Multiplier: N/A

Success Story: EMT training solution

PA Answer:

I think the best way to do that would be to tell you about a time when I was faced with a pretty serious situation while working as an EMT. In order to keep current on procedures and protocol, we held four-hour training sessions on Saturdays. Because our supervisor was trying to squeeze too many topics into one session, we all felt overwhelmed and anxious because we weren’t able to absorb this much information in that short period of time. Everyone expressed concerns, but nobody came up with a solution. Because training is so important to EMTs, I came up with a solution. I suggested we use our Saturday training sessions to cover one topic at a time. I suggested that we break down the individual topics into three-month blocks of time. Everyone was thrilled with this idea, and we were able to provide an enhanced learning capacity and reduce the stress and anxiety in the squad. I bring this story up because I think it highlights two things I pride myself on; solving problems and thinking outside of the box.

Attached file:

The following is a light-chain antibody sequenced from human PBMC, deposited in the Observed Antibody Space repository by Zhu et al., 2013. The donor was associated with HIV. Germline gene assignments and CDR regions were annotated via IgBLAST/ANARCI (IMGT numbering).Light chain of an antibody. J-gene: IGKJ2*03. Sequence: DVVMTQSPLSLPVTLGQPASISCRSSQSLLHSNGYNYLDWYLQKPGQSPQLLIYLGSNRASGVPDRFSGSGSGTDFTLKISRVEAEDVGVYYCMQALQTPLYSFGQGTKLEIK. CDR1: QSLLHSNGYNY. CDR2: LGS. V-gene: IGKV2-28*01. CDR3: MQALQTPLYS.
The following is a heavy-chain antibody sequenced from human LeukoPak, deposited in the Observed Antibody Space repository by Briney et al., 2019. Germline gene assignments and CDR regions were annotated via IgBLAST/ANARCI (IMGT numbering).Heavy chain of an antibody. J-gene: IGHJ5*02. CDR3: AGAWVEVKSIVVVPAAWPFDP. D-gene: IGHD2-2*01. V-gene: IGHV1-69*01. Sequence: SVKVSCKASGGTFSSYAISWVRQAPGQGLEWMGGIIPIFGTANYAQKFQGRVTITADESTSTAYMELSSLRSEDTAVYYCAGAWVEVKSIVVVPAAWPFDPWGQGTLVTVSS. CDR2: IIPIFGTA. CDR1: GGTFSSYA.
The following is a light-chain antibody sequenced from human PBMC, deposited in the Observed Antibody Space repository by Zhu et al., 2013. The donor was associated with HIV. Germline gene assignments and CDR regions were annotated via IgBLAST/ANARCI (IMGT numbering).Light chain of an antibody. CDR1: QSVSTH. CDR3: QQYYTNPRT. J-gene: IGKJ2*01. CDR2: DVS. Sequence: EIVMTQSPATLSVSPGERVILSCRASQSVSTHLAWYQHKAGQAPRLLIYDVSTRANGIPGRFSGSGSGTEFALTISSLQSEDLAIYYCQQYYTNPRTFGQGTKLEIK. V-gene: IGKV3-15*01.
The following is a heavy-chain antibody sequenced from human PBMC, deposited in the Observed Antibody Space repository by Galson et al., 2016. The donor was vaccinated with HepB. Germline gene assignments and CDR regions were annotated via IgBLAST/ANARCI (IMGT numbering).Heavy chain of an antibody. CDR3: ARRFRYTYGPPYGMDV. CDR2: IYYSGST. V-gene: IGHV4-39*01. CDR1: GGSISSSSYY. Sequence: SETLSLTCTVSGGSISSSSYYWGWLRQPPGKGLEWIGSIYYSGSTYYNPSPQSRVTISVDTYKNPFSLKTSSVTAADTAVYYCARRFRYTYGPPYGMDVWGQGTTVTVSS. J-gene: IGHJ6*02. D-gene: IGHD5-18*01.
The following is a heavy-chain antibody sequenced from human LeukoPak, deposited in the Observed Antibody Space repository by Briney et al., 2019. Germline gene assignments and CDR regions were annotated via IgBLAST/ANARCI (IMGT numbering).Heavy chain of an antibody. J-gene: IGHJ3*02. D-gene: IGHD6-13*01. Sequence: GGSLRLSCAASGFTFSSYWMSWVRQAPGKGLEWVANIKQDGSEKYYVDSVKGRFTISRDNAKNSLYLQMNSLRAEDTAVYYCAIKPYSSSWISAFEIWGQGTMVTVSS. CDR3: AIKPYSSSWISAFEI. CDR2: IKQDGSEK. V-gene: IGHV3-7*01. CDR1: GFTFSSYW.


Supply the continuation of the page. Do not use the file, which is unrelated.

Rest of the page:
PA program:                                        Date:                                       Time:

Address:

 

Question: How have you stayed current on the PA Profession?

Quality:  Life-long learner, passion for the PA profession  

Multiplier: Joining Forces Campaign, Legislative Days in Tallahassee, Florida, NCCPA’s proposed new                      recertification process.

Success Story: Member of the AAPA, Veteran

PA Answer: